In the lush jungles of northeastern India, hard against the Bangladesh border, is a tiny village with an unconventional social order. Mawlynnong is where about 500 members of the indigenous Khasi tribe still follow ancient matrilineal traditions. Where succession, money, property, and power pass from mother to daughter. Where girls—literally—rule their roosts.
Karolin Klüppel wanted to see this inverted world for herself. So for nine months spanning two years, the Berlin-based photographer lived with different Khasi families in the “unbelievably clean, calm, and peaceful” village. What she found was a culture in which youngest daughters (called khadduh) inherit wealth and property, husbands move into their wives’ homes, and children take their mother’s surname.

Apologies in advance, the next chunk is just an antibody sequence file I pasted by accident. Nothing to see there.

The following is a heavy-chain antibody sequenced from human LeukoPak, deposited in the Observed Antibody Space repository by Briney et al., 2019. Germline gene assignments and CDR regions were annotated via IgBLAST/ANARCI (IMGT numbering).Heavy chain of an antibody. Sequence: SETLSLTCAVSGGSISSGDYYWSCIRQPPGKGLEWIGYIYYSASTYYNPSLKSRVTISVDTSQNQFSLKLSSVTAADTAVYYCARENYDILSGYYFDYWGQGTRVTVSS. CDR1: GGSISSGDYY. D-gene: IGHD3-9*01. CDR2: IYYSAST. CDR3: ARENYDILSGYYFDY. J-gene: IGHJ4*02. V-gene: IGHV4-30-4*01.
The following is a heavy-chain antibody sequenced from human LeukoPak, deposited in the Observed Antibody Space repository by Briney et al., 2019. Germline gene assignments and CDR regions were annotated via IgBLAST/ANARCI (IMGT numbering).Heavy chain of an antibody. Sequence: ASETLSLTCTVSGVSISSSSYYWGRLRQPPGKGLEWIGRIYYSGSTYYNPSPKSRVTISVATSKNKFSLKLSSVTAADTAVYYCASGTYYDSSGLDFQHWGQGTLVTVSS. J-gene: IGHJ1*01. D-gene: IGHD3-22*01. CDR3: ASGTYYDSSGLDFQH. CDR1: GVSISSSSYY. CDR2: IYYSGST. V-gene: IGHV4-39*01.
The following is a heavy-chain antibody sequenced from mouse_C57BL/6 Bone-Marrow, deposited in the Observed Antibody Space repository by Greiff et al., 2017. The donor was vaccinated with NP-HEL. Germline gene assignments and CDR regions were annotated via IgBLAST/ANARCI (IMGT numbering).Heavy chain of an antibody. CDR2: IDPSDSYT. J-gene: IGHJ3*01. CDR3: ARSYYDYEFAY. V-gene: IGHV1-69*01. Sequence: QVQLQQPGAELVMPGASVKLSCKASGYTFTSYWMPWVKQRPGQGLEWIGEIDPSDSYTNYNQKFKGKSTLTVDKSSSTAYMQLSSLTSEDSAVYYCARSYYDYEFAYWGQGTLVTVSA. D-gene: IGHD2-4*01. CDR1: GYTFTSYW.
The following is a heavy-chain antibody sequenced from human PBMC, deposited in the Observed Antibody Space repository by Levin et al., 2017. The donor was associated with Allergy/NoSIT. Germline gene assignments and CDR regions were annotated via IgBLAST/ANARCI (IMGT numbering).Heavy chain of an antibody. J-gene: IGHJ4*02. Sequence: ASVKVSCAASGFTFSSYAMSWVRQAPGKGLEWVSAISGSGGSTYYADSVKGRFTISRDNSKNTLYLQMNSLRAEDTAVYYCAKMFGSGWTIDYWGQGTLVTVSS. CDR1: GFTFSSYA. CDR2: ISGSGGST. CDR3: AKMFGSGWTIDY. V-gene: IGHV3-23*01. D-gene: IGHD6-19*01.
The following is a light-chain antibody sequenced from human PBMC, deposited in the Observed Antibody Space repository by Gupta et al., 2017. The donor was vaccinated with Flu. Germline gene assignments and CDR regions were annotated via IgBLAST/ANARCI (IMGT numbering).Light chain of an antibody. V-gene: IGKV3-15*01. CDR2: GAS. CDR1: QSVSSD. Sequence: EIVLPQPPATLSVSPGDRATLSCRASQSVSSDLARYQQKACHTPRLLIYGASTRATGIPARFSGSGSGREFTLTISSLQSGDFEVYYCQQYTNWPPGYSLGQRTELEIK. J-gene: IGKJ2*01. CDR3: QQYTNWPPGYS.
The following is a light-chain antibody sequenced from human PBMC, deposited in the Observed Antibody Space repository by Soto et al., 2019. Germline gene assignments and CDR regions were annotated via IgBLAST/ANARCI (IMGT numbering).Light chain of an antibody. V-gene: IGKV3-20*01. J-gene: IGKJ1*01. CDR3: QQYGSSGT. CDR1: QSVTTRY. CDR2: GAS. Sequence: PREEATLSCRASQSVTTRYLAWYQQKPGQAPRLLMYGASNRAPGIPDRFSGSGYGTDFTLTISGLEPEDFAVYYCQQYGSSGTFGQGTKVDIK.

Girls go to school in the village until they’re teens, though some move to the state capital at 11 or 12 for further education. After that they attend college or
return to Mawlynnong, where they care for their parents. They may marry whomever they choose; there is no stigma attached to divorce or opting to stay single.